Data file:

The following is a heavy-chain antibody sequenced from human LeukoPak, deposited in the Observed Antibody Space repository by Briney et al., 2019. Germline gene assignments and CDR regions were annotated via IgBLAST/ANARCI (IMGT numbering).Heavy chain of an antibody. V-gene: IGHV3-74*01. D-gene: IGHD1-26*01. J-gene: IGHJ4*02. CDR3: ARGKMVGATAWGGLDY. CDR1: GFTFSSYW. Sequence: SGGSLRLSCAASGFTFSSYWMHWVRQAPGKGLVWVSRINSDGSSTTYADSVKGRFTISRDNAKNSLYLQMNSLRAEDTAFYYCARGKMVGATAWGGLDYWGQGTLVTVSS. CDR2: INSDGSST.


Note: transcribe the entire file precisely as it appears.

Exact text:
The following is a heavy-chain antibody sequenced from human LeukoPak, deposited in the Observed Antibody Space repository by Briney et al., 2019. Germline gene assignments and CDR regions were annotated via IgBLAST/ANARCI (IMGT numbering).Heavy chain of an antibody. V-gene: IGHV3-74*01. D-gene: IGHD1-26*01. J-gene: IGHJ4*02. CDR3: ARGKMVGATAWGGLDY. CDR1: GFTFSSYW. Sequence: SGGSLRLSCAASGFTFSSYWMHWVRQAPGKGLVWVSRINSDGSSTTYADSVKGRFTISRDNAKNSLYLQMNSLRAEDTAFYYCARGKMVGATAWGGLDYWGQGTLVTVSS. CDR2: INSDGSST.